Jay Coffin and Rex Hoggard played two classic courses – Royal County Down and Royal Portrush – while in Northern Ireland. Now to debate. Which course did they prefer?
BY JAY COFFIN
BELFAST, Northern Ireland – You can’t go wrong with either, but if you have to make a decision Royal Portrush gets the nod.
Royal County Down was great but would be much better the second time once you know the layout. We did not have that luxury on this trip. Royal Portrush was a complete joy to play the first time without knowing anything about it.
The par 3s are spectacular – the 210-yard 14th will get your heart thumping – the views of the town are a treat and the holes that run near the beach with a backdrop of a huge rock cliff are breathtaking. It’s tough, but playable. You’re penalized severely for missing the fairway on many links courses. At Portrush, you still want to find the fairway, but if you don’t, you have a fighting chance of finding it and advancing it.
Ambiance goes a long way with me. Royal County Down has it, but Royal Portrush has it in spades. After a nearly 90-minute drive from Belfast you’re just hoping the course will live up to expectations. Then, you come to the end of the B62, look down over the links and immediately know you’re in for a treat.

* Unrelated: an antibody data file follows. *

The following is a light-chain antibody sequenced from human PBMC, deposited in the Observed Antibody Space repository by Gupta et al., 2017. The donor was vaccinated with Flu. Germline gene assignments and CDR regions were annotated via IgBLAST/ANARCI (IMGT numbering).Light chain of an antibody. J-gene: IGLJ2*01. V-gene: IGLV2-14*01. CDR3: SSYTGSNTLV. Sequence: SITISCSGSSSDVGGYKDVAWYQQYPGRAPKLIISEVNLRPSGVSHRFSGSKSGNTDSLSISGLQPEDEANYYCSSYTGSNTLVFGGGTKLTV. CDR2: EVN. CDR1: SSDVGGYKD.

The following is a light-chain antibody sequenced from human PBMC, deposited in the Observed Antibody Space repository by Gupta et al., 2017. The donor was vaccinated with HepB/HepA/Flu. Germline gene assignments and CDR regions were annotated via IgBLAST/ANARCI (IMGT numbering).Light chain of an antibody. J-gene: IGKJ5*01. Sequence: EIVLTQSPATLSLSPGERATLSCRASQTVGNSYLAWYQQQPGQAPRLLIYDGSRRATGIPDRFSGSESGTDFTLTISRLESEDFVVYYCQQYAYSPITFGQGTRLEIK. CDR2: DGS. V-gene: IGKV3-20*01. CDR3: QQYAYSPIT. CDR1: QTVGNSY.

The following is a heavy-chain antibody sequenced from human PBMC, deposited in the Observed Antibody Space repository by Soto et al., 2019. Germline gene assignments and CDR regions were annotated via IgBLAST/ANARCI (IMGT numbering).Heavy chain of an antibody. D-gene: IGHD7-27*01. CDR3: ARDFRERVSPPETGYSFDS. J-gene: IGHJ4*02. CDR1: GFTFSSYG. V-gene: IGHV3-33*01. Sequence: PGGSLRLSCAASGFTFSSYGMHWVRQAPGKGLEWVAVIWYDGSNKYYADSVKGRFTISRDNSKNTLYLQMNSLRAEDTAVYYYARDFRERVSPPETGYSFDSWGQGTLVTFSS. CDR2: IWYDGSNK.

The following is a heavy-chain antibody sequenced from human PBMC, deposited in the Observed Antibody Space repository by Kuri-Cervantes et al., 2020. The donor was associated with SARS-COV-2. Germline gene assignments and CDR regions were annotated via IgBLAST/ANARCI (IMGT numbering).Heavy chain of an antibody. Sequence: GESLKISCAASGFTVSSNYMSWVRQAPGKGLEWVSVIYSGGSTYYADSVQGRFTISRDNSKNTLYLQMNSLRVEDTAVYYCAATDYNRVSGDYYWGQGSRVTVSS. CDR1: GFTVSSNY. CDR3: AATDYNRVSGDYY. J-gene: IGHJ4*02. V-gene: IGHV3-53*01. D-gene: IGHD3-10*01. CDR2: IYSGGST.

BY REX HOGGARD
BELFAST, Northern Ireland – Royal County Down or Royal Portrush. Blondes or brunettes. Convertibles or fast backs. No one wins these esoteric debates, but we love trying.
Royal County Down, all towering and twisting 7,204 yards of it, is the gem of the Northern Irish coast, but only because golf course architecture is a multiple-choice exam with no incorrect answers. There’s a reason Baskin-Robbins has 31 flavors.
Royal County Down is an acquired taste, but only after multiple visits and only when one embraces its blind beauty. For all of Portrush’s majestic simplicity it is Royal County Down’s ubiquitous blind shots, scolded by many as the storied layout’s Achilles’ heel, that bring out the best in links golf.
The tee shot at the 404-yard, par-4 11th hole is played to a white rock perched atop a towering dune, too far right of the aiming point and it’s unplayable, too far left and the approach to the green is much more difficult.
These shots require equal doses of commitment and execution, and a reward unequaled by the target-oriented confines of parkland golf.
Both courses enjoy an embarrassment of visual and historical riches, but for our money we’d prefer an aiming rock and a tee time at Royal County Down.